performance. Data in the SNL database were obtained from weapon-sized penetrators instrumented to measure axial and lateral penetrator acceleration, strain in the EP case, and the structural response of internal components. Based on these data, Box 3.1 lists and defines physical properties of an EPW and impact conditions that are important in the design of an EPW. Figure 3.1 shows a typical EPW case configuration.

The ogive nose shown in Figure 3.1 is a ballistic shape that is formed by rotating an arc of radius Ro, tangent to the cylindrical body around the centerline of the body. A 6 caliber radius head (CRH) ogive nose is generally used on an EPW that is designed for the penetration of hard material at velocities of less than 900 meters per second. For higher velocities, a 3 CRH (blunter) is recommended in order to maintain penetrator stability. For impact velocities less than 300 meters per second into hard or frozen soil, a 9.25 CRH nose or a length-to-diameter ratio of 2 for cone-shaped-nose penetrators (sharper noses) can be used, since nose tip heating is not a problem at lower velocities. The flare on the rear of the penetrator in Figure 3.1 is important for penetrator stability if the length-to-diameter ratio of the EPW is less than 6.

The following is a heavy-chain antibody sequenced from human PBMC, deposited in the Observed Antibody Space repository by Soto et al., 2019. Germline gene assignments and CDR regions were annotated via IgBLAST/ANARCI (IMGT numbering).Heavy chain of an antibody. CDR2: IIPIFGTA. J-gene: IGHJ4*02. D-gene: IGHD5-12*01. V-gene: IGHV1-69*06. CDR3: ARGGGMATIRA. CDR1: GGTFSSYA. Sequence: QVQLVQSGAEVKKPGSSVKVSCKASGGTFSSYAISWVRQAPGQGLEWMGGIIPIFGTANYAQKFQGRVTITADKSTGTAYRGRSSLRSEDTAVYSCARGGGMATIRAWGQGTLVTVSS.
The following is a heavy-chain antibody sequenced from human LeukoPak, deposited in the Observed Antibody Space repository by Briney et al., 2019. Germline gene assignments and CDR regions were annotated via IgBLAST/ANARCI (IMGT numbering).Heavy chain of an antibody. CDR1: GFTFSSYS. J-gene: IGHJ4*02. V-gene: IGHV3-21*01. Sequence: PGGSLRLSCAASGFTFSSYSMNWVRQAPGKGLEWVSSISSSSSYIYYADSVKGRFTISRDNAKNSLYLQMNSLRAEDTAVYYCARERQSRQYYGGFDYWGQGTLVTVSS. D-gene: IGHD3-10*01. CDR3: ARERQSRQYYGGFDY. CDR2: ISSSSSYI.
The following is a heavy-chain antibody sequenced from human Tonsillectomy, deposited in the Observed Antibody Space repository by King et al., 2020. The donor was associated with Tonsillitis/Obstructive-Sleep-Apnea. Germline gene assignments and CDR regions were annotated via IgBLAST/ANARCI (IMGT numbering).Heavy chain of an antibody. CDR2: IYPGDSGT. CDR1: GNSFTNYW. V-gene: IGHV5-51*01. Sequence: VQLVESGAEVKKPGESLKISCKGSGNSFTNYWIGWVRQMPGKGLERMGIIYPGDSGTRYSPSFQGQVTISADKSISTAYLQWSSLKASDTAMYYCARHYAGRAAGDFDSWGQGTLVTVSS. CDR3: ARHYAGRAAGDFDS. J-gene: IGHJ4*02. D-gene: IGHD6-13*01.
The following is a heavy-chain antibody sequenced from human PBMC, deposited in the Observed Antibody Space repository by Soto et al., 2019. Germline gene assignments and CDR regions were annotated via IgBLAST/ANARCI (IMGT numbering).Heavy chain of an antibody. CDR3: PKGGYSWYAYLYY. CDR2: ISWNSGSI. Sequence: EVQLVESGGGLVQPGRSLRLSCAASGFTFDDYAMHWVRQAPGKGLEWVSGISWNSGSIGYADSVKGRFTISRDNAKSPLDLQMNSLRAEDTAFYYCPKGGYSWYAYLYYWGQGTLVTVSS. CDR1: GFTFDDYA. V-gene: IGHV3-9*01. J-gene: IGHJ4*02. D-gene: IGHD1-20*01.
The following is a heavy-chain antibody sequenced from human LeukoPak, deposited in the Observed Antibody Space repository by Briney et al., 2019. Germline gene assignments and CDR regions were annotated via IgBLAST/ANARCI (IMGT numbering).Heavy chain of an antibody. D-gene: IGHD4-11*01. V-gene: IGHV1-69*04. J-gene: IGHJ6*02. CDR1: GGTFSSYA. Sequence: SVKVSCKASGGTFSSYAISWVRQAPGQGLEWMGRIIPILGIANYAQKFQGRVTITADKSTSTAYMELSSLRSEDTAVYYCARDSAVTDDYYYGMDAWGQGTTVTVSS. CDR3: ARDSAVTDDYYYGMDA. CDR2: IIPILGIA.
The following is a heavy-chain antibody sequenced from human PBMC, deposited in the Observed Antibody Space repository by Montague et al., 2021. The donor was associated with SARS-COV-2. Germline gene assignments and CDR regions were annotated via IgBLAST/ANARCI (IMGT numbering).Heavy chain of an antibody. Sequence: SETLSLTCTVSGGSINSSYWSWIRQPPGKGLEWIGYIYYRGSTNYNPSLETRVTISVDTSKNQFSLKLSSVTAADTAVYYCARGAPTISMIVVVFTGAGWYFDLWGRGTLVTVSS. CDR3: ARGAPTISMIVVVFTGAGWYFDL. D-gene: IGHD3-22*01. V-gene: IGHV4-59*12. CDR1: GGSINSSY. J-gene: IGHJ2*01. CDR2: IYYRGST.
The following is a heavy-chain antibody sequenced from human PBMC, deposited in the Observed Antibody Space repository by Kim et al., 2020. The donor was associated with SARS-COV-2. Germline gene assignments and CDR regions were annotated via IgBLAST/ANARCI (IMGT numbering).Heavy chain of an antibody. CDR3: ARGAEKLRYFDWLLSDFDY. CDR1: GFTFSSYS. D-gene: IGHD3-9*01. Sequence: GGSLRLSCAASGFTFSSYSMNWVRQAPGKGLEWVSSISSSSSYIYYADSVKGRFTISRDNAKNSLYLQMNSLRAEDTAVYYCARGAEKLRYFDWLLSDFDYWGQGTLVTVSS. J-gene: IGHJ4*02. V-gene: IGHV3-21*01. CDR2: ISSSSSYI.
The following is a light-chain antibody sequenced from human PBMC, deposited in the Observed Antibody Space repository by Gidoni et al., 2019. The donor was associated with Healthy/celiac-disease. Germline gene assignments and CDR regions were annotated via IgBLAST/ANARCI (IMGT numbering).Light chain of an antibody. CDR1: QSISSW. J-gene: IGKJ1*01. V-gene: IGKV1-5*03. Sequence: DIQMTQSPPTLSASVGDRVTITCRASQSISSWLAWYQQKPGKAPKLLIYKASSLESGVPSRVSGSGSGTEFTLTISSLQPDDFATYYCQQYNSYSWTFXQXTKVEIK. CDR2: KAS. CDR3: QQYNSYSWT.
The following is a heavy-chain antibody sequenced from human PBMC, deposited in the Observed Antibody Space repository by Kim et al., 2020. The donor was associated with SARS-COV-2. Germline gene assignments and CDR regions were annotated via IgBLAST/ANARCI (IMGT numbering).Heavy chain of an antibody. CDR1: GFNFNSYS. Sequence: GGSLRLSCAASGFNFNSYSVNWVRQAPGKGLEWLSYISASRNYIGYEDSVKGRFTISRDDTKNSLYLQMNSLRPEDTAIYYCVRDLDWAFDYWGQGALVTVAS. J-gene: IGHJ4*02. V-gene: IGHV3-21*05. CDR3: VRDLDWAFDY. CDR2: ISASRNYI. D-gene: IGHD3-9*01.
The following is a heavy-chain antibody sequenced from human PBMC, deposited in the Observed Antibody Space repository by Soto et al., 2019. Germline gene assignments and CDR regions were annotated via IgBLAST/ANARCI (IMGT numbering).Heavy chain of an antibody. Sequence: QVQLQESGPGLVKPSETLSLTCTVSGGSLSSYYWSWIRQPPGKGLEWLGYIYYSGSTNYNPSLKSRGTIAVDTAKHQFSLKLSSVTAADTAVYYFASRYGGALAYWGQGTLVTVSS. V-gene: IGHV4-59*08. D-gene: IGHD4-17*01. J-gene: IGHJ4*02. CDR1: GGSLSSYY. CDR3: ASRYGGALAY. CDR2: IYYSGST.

BOX 3.1
Important Earth-Penetrator Weapon Parameters

Physical Characteristics

  • N: nose shape

  • d: body diameter, m

  • L: total penetrator length, m

  • m: total penetrator weight, kg

  • A: cross-sectional area, m2

  • m/A: cross-sectional density, kg/m2

Impact Conditions

  • V: impact velocity, m/s

  • θ: impact angle between velocity vector (trajectory angle) and target surface

  • α: angle of attack, angle between velocity vector (trajectory angle) and earth-penetration axis

FIGURE 3.1 Typical earth-penetrator weapon case.

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